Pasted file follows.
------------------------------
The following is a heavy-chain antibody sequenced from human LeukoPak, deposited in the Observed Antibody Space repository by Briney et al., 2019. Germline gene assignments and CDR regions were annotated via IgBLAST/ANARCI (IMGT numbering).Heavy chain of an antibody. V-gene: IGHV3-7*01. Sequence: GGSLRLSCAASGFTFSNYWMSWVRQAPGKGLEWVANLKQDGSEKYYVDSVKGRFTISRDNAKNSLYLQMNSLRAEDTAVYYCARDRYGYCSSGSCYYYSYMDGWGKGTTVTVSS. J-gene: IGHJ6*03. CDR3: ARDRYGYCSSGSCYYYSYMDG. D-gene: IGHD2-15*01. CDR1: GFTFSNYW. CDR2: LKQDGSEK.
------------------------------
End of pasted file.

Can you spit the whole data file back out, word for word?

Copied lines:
The following is a heavy-chain antibody sequenced from human LeukoPak, deposited in the Observed Antibody Space repository by Briney et al., 2019. Germline gene assignments and CDR regions were annotated via IgBLAST/ANARCI (IMGT numbering).Heavy chain of an antibody. V-gene: IGHV3-7*01. Sequence: GGSLRLSCAASGFTFSNYWMSWVRQAPGKGLEWVANLKQDGSEKYYVDSVKGRFTISRDNAKNSLYLQMNSLRAEDTAVYYCARDRYGYCSSGSCYYYSYMDGWGKGTTVTVSS. J-gene: IGHJ6*03. CDR3: ARDRYGYCSSGSCYYYSYMDG. D-gene: IGHD2-15*01. CDR1: GFTFSNYW. CDR2: LKQDGSEK.